Monday, February 19, 2007

His cosmos has its sun, perhaps, in death

Saturday afternoon I opened the Arcades Project at random (the only way I make progress in reading it) and found this mysterious, late-career dictum from Hugo von Hofmannsthal, the teenage poet-prodigy who infamously and tragically lost his flow in such a way that he couldn’t really even be said to have “quit” poetry but who reemerged as a giant of the Austrian theater:
What drives us into contemplation of the past is the similarity between what has been and our own life, which are somehow one being [ein Irgendwie-eins-Sein]. Through grasping this identity, we can transport ourselves into even the purest of all regions—into death. [S2,2]
Benjamin attempts to illuminate this dark saying by considering the case of Proust, who sustained a pretty long look at this somehow-one-being.

Late in an imaginatively rich but objectively indolent life, Proust’s narrator comes to see that the act of thinking is all there is; consciousness doesn’t exist outside its own activity, and memories not recovered and articulated in language are lost to oblivion. This recognition sets off an extended Scrooge-like Christmas Eve of repentence in which the narrator relives his life, or lives it for the first time, by writing the words you and I read in Remembrance of Things Past. All the spiral arms of narration swirl back to a central point of productive negativity, for consciousness can appear to itself as what it is only when it recognizes the imminence of its own non-being. Benjamin writes: “His cosmos has its sun, perhaps, in death, around which orbit the lived moments, the gathered things.” [S 2,3]

At night I walked to town to meet Hilary, and in the nightspace of blackness and artificial light I tried out this cosmology on everything—Henry James, Thomas Mann, Poe, Exile on Main St., cinema as such, Buddhist sculpture, Yale—imagining their elements in solar-systemic motion and looking for the impossible axis around which they turn, the singular, central Other that animates the images, that has no actual visible features but countless symbolic guises and a quite particular and unvarying narrative shape.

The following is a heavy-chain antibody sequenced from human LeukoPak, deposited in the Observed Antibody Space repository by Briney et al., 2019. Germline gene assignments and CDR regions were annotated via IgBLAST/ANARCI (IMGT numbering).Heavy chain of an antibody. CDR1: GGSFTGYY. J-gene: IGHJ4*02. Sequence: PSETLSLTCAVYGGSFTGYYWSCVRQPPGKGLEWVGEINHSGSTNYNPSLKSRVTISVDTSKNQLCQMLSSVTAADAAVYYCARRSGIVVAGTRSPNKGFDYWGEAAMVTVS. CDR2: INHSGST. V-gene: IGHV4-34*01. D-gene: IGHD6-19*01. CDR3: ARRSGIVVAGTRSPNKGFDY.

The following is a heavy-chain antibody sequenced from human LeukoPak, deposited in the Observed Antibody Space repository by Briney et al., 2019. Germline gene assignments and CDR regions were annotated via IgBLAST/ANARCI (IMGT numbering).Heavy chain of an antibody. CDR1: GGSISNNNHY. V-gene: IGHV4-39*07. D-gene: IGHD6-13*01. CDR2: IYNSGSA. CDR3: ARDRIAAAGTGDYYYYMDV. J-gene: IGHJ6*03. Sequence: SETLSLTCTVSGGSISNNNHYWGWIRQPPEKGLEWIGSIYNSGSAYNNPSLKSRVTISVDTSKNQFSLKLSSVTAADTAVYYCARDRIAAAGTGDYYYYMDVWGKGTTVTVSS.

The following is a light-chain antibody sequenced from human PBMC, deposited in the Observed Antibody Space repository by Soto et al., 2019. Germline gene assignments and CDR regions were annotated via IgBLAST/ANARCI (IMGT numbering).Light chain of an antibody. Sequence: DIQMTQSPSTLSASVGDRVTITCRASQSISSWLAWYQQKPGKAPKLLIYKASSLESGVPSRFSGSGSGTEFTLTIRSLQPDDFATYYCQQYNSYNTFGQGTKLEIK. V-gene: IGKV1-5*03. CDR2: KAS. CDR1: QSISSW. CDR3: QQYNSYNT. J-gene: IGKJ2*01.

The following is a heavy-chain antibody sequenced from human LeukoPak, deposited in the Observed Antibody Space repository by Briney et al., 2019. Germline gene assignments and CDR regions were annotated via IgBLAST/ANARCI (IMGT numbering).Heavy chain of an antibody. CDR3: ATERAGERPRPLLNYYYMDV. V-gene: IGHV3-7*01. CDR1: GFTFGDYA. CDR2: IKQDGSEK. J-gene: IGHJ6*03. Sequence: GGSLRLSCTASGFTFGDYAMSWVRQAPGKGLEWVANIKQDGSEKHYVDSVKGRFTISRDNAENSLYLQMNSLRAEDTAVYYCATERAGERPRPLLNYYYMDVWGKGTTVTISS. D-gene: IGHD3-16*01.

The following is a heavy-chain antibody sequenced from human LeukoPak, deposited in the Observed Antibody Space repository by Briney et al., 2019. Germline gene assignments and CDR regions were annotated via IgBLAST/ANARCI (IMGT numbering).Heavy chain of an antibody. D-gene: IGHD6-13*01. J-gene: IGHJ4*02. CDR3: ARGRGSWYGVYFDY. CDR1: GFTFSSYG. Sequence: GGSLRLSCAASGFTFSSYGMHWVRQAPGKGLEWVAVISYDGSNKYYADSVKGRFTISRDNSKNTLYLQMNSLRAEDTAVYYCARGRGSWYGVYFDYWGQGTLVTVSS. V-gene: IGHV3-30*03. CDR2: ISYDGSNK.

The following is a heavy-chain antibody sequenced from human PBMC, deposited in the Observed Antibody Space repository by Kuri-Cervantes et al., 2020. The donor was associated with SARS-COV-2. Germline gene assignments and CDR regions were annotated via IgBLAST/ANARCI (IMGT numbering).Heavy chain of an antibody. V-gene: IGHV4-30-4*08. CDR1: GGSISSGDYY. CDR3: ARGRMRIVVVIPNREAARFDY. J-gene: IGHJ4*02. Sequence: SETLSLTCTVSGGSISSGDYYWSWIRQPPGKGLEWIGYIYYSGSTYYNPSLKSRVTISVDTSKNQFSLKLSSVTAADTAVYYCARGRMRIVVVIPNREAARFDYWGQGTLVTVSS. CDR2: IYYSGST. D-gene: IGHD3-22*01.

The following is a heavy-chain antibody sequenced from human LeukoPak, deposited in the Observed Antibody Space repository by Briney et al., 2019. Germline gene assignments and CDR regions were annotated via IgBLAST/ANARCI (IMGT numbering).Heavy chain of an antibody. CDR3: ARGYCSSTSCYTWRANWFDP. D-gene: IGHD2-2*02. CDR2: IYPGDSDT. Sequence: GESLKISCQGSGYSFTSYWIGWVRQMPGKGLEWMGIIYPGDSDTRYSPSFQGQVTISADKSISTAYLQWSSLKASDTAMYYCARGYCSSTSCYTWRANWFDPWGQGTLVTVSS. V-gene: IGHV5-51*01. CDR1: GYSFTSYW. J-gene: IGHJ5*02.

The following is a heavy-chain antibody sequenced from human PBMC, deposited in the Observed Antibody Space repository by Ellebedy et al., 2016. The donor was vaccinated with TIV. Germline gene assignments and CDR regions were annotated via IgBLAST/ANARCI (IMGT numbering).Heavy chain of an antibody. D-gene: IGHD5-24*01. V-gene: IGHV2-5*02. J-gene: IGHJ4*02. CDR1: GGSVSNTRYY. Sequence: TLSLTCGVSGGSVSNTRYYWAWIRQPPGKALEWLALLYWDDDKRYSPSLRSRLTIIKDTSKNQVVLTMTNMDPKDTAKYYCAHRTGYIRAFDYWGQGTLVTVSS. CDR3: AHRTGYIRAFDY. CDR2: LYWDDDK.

So I was quite interested when Hilary proposed that we join a couple of her classmates who were meeting at midnight to discuss black holes. Our symposium was brief and mildly occult, ranging over light, gravity, dimensionality, and holes-in-general before degenerating into a You-Tube session—a social arc perhaps familiar to my virtual peers. Someone called up the video for Soundgarden’s “Black Hole Sun,” a downward-spiraling corporate grunge number noteable for a weirdly paced riff that floats under the guitar solo. The basic story of the video is that some aerial, off-camera object (or non-object) appears over a Midwestern suburb, causing the faces of the locals who gaze upon it to lock in a frightening rictus that seems to signify a psychic shift into some entirely private state of pleasure. The video’s particular combination of makeup and mid-90s computer effects makes the suburb’s residents’ smiling faces look increasingly really sick and possibly already dead, which licences the inference that whatever they’re looking at is objectively bad even if on some level they're enjoying it. (This predates David Foster Wallace’s Infinite Jest, in which a video—“the Entertainment"—whose content is never reliably narrated has the same sort of effect on the people who watch it.) There may be another midnight symposium next weekend, on string theory, a topic which at present fails to give me the existential willies.

The last sentence of Within a Budding Grove, the second novel of Remembrance of Things Past, concludes with an image that illustrates Benjamin’s necrotic sun almost too literally to count as a real test of his thesis. It is the end of the season in the seaside resort town of Balbec and the narrator must depart. He recalls the height of summer, when on doctor’s orders he was confined to his room at the Grand Hotel, shut up in darkness while Albertine and her friends frolicked on the beach, left to construct in imagination the day’s events from the light and sound that managed to penetrate the system of curtains arranged by his servant.
And after Françoise had removed her pins from the mouldings of the window-frame, taken down her various cloths, and drawn back the curtains, the summer day which she disclosed seemed as dead, as immemorially ancient as a sumptuously attired dynastic mummy from which our old servant had done no more than cautiously unwind the linen wrappings before displaying it to my gaze, embalmed in its vesture of gold.


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